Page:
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Argentine Republic

  • Frederick Martin
Part of the The Statesman’s Yearbook book series (SYBK)

Abstract

The constitution of the Argentine Republic bears ate May 15, 1853. By its provisions, the executive power is left to a president, elected for six years by representatives of the fourteen provinces, 133 in number; while the legislative authority is exercised by a Senate and a House of Deputies, the former numbering 28, two from each povince, and the latter 50 members. The members of both the Senate and the House of Deputies are paid for their services, the annual salaries amounting in the aggregate to 45,000l., of which sum the 28 senators receive 16,500l., and the 50 deputies 25,500l. A vicepresident, elected in the same manner, and at the same time as the president, fills the office of chairman of the Senate, but has otherwise no political power. The president is commander-in-chief of the troops, and appoints to all civil, military, and judicial offices; but he and his ministers are responsible for their acts, and liable to impeachment before the Senate and the House of Representatives.

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Statistical and other Books of Reference concerning the Argentine Republic.

1. Official Publications.

  1. Memoria del Ministerio del interior do la República Argentina presentada al Congreso nacional de 1808. 4. Buenos Aires, 1808.Google Scholar
  2. Memoria presentada por el Ministro de estado en el departamento do hacienda al Congreso nacional de 1868. 4. Buenos Aires, 1868.Google Scholar
  3. Mensage del poder ejecutiva-presentando las cuentas de inversion al Congreso nacional, 1868. 8. Buenos Aires, 1868.Google Scholar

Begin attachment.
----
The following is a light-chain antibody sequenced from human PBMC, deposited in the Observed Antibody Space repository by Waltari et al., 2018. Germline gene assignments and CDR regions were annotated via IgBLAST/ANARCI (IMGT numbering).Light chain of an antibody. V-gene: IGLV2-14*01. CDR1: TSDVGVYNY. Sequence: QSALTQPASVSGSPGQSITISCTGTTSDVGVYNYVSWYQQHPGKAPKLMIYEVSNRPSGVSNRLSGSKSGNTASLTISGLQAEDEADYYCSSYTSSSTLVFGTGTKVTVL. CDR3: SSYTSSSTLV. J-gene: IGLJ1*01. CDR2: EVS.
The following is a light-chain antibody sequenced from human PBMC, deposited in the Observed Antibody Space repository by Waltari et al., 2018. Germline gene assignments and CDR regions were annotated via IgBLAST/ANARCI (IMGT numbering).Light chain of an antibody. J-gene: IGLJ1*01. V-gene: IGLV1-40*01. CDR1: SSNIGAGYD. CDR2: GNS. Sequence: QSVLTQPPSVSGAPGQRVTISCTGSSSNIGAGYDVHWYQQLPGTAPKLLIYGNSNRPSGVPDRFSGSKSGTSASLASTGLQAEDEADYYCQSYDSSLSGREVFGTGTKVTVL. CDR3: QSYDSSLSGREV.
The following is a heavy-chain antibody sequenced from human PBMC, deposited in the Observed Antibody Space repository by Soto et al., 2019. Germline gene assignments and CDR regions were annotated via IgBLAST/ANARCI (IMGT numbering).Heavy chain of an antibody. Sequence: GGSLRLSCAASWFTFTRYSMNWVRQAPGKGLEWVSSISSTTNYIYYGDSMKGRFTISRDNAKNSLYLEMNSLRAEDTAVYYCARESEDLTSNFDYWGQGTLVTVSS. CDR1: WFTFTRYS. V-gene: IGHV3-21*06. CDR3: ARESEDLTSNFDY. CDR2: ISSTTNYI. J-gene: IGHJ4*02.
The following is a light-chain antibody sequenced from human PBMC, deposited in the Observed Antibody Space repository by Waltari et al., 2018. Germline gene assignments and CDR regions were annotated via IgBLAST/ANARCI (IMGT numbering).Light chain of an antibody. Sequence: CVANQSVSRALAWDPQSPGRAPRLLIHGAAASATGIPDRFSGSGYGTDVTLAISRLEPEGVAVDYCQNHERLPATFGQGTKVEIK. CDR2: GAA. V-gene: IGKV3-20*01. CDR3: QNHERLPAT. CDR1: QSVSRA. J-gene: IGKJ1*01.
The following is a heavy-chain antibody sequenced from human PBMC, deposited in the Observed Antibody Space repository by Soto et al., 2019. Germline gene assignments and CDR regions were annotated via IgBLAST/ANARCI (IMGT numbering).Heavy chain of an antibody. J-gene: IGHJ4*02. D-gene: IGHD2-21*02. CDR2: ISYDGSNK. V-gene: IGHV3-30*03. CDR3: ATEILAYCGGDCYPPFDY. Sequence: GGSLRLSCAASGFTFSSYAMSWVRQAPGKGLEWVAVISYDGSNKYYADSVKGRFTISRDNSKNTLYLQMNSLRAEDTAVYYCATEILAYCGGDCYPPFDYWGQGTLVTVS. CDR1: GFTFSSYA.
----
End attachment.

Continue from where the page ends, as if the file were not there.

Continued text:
4. Report by Mr. Francis Clare Ford, H. M.’s Secretary of Legation, on the Finances, tho Trade, and the Resources of the Argentine Republic, dated Oct. 30, 1866; in ’ Reports by II. M.’s Secretaries of Embassy and Legation.’ No. II. 1867. London, 1867.Google Scholar
  5. Roport by Mr. H. R. Helper, Consul of the United States, on the Trade and Commerco of the Argentino Republic; in ‘Annual Report on Foreign Commerce.’ Washington, I860.Google Scholar

2. Non-Official Publications.

  1. Almanaquo Agricola, pastoril è industrial do la República Argentino y de Buenos Ayres. 4. Buenos Ayres, 1868.Google Scholar
  2. Arcos (Santiago), La Plata. Etude historique. 8. Paris, 1865.Google Scholar
  3. Colonias de Santa Fé. ’Su origen, progreso y actual situación. Con observaciones generales sobro la emigración a la República Argentina. 4. Rosario de Santa Fé, 1864.Google Scholar
  4. Hutchinson (Thomas J.), Buenos Ayres and Argentine Gleanings; with Extracts from a Diary of Salado Exploration in 1862 and 1863. 8. London, 1865.Google Scholar
  5. Latham. (Wilfrid), The Sta’tes of the River Plate, their Industries and Commerce. 2nd ed. 8. London, 1868.Google Scholar
  6. Mitre (Bartolomé), Estudios históricos sobre la Revolución Argentina. 4. Buenos Ayres, 1864.Google Scholar
  7. Sarmiento (Domingo Faustino), Life in the Argentine Republic in tho Days of the Tyrants. Translated by Mrs. II. Mann. 8. London, 1868.Google Scholar
  8. Sastre (Marcos), La educación popular en Buenos Aires. Memoria presentada al consejo de instrucción pública. 8. Buenos Aires, 1865.Google Scholar

Copyright information

© Palgrave Macmillan, a division of Macmillan Publishers Limited 1869

Authors and Affiliations

  • Frederick Martin

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